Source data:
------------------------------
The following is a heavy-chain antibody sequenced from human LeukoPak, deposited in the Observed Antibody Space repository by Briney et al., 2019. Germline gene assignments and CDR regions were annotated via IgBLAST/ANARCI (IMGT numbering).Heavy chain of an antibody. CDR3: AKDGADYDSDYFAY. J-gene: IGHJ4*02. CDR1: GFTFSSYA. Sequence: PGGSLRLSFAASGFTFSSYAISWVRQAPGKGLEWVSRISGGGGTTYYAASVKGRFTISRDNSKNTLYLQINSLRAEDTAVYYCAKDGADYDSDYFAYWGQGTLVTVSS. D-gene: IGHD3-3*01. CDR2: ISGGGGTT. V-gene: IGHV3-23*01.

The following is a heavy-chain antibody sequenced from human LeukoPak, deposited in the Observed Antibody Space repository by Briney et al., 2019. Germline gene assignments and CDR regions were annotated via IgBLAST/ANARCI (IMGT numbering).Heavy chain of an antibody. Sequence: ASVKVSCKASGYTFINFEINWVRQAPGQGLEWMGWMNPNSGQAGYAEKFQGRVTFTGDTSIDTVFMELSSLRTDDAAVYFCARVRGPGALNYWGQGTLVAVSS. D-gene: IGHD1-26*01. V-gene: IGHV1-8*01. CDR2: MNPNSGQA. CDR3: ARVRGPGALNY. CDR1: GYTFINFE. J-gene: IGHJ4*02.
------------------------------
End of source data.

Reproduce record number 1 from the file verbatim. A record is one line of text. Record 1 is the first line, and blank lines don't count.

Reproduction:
The following is a heavy-chain antibody sequenced from human LeukoPak, deposited in the Observed Antibody Space repository by Briney et al., 2019. Germline gene assignments and CDR regions were annotated via IgBLAST/ANARCI (IMGT numbering).Heavy chain of an antibody. CDR3: AKDGADYDSDYFAY. J-gene: IGHJ4*02. CDR1: GFTFSSYA. Sequence: PGGSLRLSFAASGFTFSSYAISWVRQAPGKGLEWVSRISGGGGTTYYAASVKGRFTISRDNSKNTLYLQINSLRAEDTAVYYCAKDGADYDSDYFAYWGQGTLVTVSS. D-gene: IGHD3-3*01. CDR2: ISGGGGTT. V-gene: IGHV3-23*01.